The buildup strategy was premised on the anticipated growth of the $10 billion luxury day spa business, coming from the growing number of aging baby boomers with disposable income and a rising interest in health and wellness. There were also at least 8,000 spas nationwide that were ripe for consolidation.
Moross' firm believed that while spas offer a multitude of services such as massages, facials, manicures and pedicures, the real growth opportunity is in the retail end of the business.
"You've got a captive audience coming into spas for a service, but from there you can transition them into buying retail products, and the retail margins are enormous," he explains.
In September 2003, Moross, along with Falconhead partner Hugh Evans, visited Luborsky in Toronto and made the initial overtures. Moross thought a merger made the most sense for both parties. By late October, Premier Salons and Falconhead signed a letter of intent to do just that.
Falconhead's 3-1/2-year association with Chevy Chase, Md.-based commercial lender CapitalSource Finance LLC also helped in securing a senior debt package to finance the deal in October 2003.
CapitalSource director Casey Zmijeski is one of Falconhead's regular financing sources. Zmijeski was previously at Heller Financial, where he got to know Evans, as well as principals Brian Crosby and Ladak. Ladak and Zmijeski, who joined CapitalSource in 2003, are also golfing buddies.
CapitalSource is an aggressive lender for companies with $5 million to $25 million of Ebitda, Moross says. It provided $18.3 million of senior debt to the Premier deal. Luborsky rolled over some equity and also provided $15 million in the form of seller financing.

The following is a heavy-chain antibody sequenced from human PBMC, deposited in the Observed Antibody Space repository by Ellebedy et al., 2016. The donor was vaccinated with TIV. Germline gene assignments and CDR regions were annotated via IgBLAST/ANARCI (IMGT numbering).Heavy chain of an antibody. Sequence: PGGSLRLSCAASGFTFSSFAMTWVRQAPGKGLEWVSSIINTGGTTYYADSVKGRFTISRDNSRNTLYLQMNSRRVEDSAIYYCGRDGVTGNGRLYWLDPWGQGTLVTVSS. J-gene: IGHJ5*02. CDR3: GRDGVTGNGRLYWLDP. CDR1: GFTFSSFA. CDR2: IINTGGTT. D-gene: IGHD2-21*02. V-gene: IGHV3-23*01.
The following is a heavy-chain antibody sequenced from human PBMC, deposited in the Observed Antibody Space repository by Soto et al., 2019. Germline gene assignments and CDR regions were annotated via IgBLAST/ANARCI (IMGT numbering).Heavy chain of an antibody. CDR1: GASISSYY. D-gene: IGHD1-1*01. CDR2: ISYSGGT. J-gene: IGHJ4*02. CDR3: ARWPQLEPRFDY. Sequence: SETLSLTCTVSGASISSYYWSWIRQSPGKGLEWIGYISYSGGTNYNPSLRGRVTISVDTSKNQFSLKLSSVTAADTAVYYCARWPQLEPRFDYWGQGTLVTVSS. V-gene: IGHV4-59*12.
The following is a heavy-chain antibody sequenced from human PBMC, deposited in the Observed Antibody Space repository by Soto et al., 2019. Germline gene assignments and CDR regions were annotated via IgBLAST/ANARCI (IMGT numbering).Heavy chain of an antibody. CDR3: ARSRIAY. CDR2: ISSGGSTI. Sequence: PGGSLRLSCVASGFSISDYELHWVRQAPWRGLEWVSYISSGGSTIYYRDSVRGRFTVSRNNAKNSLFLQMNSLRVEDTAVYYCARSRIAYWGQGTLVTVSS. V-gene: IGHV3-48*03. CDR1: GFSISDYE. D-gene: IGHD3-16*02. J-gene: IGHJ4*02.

The $100 million-plus transaction gave Falconhead a 61% stake in Premier, leaving 39% in the hands of Luborsky. For 2004 Premier is expected to generate $12 million of Ebitda on a pro forma basis, about triple the previous Ebitda on $40 million in revenue at the time of the merger with Stonewater.
Other connections contribute to Falconhead's pipeline. Besides Gubbay, Falconhead has relied on other operating partners, Charley Moore, James Solomon and Steve McNeely. Moore joined the firm in 2002 from talent agency IMG, where he was a vice president of its golf division. Solomon is the former president and CEO of Crunch Fitness International Inc. McNeely is former president and CEO of Cerberus Capital Management LP's real estate company, HQ Holdings.
Moross hints that one proprietary deal opportunity came up recently in Washington state through Moore, who has extensive connections in the golf and outdoors industry. Falconhead's $30 million acquisition of Miramar, Fla.-based Maritime Telecommunications Network in February 2003 came through Gubbay's network.
Holding the buyout firm's annual meeting every year to coincide with the U.S. Open golf tournament is also no accident. Just about everyone on the Falconhead Rolodex gets an invitation. As Moross says, "That event has been incredibly successful in bringing in new relationships."